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EA Business Council seeks end to COVID-19 testing for truck drivers

A health worker takes a sample from a truck driver undergoing a test for COVID-19 in Busia, a town bordering with Uganda in western Kenya on May 14, 2020.
Brian ONGORO / AFP

Kampala, Uganda | THE INDEPENDENT | The East African Business Council (EABC) has called for an end to mandatory testing of truck drivers for COVID-19 at border points, saying the resulting congestion is stifling trade among the partner states.

The EABC also wants all control systems at the various crossing points harmonized, citing Uganda-Tanzania and the Rwanda-Tanzania borders, where cargo is moving almost seamlessly. Stagnant queues of trucks headed to Uganda through the Busia border currently stretch more than 15 kilometres while the traffic snarl-up to Malaba from Kenya is as long as 30 kilometres.

With about 55 trucks covering a kilometre, it implies that more than 2,400 trucks destined for Uganda are stalled at the crossing points, which is disrupting cross-border trade and costing the economy. The snarl-ups are also disrupting the flow of goods thus increasing operational costs for traders, causing wastage of volumes of perishable goods and fueling corruption cases.

But at the same time, various border points are facing a constant shortage of COVID-19 reagents and testing kits while distressed truck drivers awaiting and collecting their test results are neither observing social distancing nor wearing protective masks.

A statement from the EABC says, “Testing COVID-19 at border points should come to a stop to ease congestion which is stifling cross-border trade and reducing trade volumes, just when the region is struggling to recover from the pandemic.”

Kenya’s Ministry of EAC Affairs and Regional Development led a group of private sector stakeholders at the Busia One-Stop Border Post (OSBP) and Malaba OSBP, to ascertain the cause and impact of the crisis on Thursday. They found out that most Ugandan truck drivers travel without COVID-19 certificates, planning to get tested at the Kenyan side of the border, resulting in congestion on the Ugandan side.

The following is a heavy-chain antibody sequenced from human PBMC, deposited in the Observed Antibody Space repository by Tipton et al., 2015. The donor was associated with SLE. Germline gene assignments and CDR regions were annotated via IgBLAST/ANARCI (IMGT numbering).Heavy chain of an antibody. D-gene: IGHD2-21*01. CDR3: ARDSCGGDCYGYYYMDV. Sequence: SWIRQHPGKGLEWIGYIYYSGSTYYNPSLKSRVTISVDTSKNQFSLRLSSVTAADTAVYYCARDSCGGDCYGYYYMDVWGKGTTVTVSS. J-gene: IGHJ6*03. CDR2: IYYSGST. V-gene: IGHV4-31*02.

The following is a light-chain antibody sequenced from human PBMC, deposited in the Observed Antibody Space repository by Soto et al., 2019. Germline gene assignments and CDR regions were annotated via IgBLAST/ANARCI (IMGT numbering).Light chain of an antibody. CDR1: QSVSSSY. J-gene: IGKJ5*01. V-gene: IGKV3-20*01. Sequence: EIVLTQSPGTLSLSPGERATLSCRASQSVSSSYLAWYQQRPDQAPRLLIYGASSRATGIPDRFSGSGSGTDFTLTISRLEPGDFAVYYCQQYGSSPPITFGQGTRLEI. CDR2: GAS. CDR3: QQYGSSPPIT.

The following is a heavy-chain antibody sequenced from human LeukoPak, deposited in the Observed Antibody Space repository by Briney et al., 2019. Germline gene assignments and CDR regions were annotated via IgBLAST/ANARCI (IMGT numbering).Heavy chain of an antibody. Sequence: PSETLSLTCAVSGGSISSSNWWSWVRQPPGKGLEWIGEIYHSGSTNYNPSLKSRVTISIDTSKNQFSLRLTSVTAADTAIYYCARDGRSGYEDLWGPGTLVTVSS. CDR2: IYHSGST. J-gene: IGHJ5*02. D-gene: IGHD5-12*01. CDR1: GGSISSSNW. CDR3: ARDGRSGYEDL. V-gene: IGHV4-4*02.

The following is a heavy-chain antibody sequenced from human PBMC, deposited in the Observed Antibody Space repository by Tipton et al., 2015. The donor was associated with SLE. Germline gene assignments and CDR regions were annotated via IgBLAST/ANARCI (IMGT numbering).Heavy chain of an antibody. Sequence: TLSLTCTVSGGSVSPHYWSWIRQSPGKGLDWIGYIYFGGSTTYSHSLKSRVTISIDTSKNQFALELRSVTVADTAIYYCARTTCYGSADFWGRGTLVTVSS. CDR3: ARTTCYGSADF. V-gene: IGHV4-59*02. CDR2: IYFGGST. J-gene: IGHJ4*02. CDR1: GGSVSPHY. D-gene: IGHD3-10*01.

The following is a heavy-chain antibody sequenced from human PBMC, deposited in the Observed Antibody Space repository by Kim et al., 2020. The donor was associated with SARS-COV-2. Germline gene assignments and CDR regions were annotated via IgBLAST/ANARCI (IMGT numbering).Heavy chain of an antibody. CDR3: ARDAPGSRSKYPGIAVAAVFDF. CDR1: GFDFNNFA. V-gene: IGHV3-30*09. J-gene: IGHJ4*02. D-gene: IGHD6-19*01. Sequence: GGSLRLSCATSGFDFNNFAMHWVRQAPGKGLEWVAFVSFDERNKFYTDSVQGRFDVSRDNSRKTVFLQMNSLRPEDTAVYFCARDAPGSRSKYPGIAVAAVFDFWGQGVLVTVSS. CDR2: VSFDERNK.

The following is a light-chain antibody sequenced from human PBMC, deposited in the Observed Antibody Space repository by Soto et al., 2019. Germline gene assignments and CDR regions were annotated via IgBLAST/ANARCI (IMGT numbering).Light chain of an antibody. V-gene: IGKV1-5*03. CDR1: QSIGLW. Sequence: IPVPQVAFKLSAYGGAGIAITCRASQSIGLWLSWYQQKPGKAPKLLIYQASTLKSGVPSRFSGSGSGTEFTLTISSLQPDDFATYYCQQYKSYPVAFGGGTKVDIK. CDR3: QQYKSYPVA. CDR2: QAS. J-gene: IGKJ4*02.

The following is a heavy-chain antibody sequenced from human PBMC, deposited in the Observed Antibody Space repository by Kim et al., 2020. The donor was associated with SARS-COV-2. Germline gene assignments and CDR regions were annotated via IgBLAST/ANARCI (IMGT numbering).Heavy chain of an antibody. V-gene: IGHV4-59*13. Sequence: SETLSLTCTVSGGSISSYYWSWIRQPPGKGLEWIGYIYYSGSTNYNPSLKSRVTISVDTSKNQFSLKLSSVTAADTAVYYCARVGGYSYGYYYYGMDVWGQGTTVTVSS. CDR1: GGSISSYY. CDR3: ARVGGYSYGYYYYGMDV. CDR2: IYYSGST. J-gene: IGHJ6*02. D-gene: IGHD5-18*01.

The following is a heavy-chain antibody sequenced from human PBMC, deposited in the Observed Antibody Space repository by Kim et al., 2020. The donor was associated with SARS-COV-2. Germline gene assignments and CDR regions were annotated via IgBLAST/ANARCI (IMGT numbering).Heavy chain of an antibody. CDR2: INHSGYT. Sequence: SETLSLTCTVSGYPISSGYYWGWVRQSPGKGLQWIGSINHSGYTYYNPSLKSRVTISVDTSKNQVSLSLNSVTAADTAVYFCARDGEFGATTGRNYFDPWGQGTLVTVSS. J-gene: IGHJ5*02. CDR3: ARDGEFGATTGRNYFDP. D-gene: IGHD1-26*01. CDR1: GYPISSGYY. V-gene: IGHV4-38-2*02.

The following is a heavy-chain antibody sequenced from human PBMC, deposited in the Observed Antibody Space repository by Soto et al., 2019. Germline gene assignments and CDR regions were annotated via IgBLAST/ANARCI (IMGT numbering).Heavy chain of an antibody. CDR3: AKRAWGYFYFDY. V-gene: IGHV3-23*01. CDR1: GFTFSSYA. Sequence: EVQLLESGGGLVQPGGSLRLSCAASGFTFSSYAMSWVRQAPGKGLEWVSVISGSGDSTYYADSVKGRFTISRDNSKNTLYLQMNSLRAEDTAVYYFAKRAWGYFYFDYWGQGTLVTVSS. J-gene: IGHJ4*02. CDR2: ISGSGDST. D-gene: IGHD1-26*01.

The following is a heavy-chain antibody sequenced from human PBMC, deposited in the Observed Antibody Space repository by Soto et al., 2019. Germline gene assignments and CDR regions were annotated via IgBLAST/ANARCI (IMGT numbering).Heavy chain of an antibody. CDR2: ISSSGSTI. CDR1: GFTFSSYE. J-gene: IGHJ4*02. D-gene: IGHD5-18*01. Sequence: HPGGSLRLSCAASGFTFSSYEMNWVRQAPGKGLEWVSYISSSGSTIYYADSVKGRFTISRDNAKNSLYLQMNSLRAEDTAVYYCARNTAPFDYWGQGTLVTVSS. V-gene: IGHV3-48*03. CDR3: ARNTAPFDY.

EABC Chief Executive Officer Dr Peter Mutuku Mathuki says many Ugandans cross the border to test from the Kenyan side where it is free of charge compared to Uganda which charges truck drivers 65 US dollars per test.

However, the bigger problem is on the Kenyan side with trucks entering Uganda from Kenya stalling at the border points for up to four days, waiting for testing and results for the drivers. The truck drivers were one of the categories that the government listed to pay for the test, alongside members of the public who are only seeking to know their status.

Unfortunately for the truckers, theirs is mandatory if they have to continue with the business. Their complaint was that the cost is too high and should be addressed by the government. They have even offered to share the cost of the test, saying the move has made the cost of doing business even higher.

Kenneth Ayebare, the chairman of Uganda Cargo Consolidators Association says they are forced to transfer part of the cost onto the customers, making imports more expensive.

Kenyan health officials at Malaba said that there is a shortage of covid-19 reagents, which is also delaying the testing. EABC is urging East African partner states to provide adequate reagents at the border points to accommodate the testing demand.

“It is very critical for transporters in the region to also embrace the recently launched Regional Electronic Cargo and Driver Tracking System (RECDTS) to improve the truck turnaround time and allow partner states to electronically share truck drivers’ COVID-19 test results.”, Dr Mathuki adds.

According to Uganda Bureau of Statistics, Uganda exports to Kenya stood at USD 46.9 million in August 2020, a slight decline from USD 48.3 million recorded in the same month last year, but almost double that in July 2020. Kenya’s exports to Uganda stood at USD 88 million as of August 2020, a jump from USD 53.9 million in the same period last year.

Dr Mathuki says over the period of the pandemic so far, trade has dropped by more than half, but his worried that by the end of the year, the whole region might lose billions of dollars in economic value.

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